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Every language has certain words that go together. These words are called collocations. Collocation is another way of saying word partners. For example, in English we would say tell the truth NOT say the truth. There are many collocations is English. Here are a few more examples.

made a mistake: The student made a mistake on his test. (not did a mistake)

running late: The busses are running late, today. (not running lately)

commit a crime: Thieves are always ready to commit a crime. (not do a crime)

Collocations in English are made by joining

verbs with nouns, adjectives with nouns and

adverbs with adjectives, verbs and adjectives with prepositions, and prepositions with nouns.

Phrasal verbs can also be thought of as collocations.

Sometimes it is difficult to know what words join together to form a collocated expression, so it is best that you learn them as fixed expressions. One suggestion that will help you learn common collocations is to keep a vocabulary notebook and make a list of collocations that you come across while reading. I have given a few examples of various collocated expressions below to help you get started.

You can also take a look at the idioms listed here for more collocations. [TIP: Not all idioms are collocations.]

Verb + Noun

start a family (have your first child): Bob has decided to get married and start a family.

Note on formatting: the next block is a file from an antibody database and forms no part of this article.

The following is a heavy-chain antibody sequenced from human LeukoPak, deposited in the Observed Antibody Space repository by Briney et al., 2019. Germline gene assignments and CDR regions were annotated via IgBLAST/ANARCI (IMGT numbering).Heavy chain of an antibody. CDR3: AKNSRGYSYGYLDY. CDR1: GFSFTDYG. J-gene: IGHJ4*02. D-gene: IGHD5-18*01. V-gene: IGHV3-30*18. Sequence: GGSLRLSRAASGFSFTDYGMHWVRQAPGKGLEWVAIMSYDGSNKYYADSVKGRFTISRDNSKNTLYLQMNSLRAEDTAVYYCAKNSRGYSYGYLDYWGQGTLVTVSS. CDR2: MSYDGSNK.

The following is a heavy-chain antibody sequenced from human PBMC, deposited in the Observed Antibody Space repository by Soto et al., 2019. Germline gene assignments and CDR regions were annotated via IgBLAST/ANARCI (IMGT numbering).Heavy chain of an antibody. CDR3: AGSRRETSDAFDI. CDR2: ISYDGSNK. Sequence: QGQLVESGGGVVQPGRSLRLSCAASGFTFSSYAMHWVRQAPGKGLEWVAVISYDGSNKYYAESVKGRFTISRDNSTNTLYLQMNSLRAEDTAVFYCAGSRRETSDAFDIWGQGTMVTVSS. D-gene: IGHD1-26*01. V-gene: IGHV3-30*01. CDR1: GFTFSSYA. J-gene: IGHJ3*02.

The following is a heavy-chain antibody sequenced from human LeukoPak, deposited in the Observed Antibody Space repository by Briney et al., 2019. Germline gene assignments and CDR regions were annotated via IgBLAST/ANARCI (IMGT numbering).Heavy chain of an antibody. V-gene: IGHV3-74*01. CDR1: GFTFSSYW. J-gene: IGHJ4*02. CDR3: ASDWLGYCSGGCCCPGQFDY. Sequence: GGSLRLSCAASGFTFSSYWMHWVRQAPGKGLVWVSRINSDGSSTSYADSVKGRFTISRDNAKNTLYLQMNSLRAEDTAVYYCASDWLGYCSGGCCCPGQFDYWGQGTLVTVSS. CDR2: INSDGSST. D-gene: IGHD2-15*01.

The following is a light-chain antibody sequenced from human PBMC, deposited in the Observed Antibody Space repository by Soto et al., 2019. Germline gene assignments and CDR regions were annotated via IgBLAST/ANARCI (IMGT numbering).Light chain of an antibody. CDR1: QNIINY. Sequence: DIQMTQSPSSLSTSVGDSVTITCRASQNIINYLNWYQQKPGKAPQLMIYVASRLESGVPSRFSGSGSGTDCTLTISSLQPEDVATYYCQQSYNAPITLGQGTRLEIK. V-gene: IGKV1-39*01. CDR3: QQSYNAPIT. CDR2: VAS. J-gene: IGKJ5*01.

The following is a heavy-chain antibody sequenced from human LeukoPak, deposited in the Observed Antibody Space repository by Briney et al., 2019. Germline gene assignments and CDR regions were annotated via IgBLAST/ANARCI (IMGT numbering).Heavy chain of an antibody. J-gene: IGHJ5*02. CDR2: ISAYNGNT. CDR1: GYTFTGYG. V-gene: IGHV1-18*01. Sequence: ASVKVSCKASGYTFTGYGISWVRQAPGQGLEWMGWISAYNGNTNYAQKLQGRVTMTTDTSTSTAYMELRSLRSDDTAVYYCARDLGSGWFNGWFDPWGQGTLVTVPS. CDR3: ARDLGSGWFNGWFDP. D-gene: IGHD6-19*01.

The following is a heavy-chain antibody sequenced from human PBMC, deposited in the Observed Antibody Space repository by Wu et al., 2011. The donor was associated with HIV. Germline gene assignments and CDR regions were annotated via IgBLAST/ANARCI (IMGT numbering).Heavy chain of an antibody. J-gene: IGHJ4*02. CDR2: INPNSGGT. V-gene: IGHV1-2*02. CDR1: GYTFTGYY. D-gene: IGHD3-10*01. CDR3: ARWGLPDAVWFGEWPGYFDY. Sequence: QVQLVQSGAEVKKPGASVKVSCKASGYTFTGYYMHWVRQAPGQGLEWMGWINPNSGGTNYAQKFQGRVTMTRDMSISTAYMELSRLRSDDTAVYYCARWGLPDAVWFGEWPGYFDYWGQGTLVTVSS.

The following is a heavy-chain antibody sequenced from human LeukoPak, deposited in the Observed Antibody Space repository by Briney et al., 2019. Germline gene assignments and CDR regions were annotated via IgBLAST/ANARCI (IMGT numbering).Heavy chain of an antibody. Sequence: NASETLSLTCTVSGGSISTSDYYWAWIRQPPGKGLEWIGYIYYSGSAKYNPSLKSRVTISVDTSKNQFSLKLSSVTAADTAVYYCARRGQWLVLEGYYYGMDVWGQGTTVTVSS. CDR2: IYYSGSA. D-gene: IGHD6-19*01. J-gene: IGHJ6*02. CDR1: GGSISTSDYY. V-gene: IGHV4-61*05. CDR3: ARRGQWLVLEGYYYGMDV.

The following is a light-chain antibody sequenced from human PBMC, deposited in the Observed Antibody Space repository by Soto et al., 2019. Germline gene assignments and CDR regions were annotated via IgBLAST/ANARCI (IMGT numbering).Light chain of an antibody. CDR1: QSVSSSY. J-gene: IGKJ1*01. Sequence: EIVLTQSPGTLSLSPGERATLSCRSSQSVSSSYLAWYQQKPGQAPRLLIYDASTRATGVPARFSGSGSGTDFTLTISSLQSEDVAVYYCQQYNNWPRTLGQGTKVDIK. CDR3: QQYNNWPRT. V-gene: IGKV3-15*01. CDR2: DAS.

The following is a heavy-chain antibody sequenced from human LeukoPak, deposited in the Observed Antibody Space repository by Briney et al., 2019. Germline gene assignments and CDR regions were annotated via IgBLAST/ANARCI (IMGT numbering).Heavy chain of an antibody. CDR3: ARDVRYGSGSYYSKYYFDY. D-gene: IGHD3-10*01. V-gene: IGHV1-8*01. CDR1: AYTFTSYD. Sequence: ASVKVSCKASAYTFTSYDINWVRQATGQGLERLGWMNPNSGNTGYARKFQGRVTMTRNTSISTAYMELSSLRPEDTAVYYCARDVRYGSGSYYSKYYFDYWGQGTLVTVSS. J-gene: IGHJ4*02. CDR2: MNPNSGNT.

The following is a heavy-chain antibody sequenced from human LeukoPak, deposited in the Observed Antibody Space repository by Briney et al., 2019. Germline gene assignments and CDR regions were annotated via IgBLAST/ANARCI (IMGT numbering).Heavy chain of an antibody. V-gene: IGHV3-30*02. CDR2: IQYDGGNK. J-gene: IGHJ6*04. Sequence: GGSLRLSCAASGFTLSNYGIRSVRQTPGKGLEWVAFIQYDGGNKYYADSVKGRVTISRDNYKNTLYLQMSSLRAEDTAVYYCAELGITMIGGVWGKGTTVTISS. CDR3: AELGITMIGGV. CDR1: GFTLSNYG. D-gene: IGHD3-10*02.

make a living (to earn money): I make a living by teaching English.

Adjective + Noun

soft drink (a nonalcoholic drink like Coke or Pepsi): It's so hot. Let's go out by the pool and have a soft drink.

hard work (anything that is hard physically or mentally): Learning English is hard work for most students.

heavy traffic (a lot of cars on the road): There is always heavy traffic at this time of the day.

Adverb + Adjective

The adverbs used in the following collocations always mean very and, in fact, you could use the adverb very instead of the adverbs in these examples. The adverbs in these examples are used by English speakers to show emphasis.

utterly disappointed: Sally was utterly disappointed at the behavior of her children.

awfully sorry: We were awfully sorry to hear about your father's death.

terribly upset: I was terribly upset at the bad news I received.

highly unlikely: It is highly unlikely that your son will graduate this year.

Verb + preposition

listen to (to hear something because you plan or want to hear it): I like to listen to music.

wait for (to stay in one place until something happens): I had to wait for my brother to come home before I could leave the house.

Adjective + Preposition

afraid of (frightened of): I have never been afraid of flying.

similar to (almost the same): The car you bought is similar to mine.

wrong with (not working): There is something wrong with the car. I can't get it started.

Preposition + Noun

by mistake (an error): I took your book by mistake. [I didn't mean to take your book.]

on purpose (intended to do something): You broke my watch on purpose. [You wanted to break my watch. You intended to break my watch.]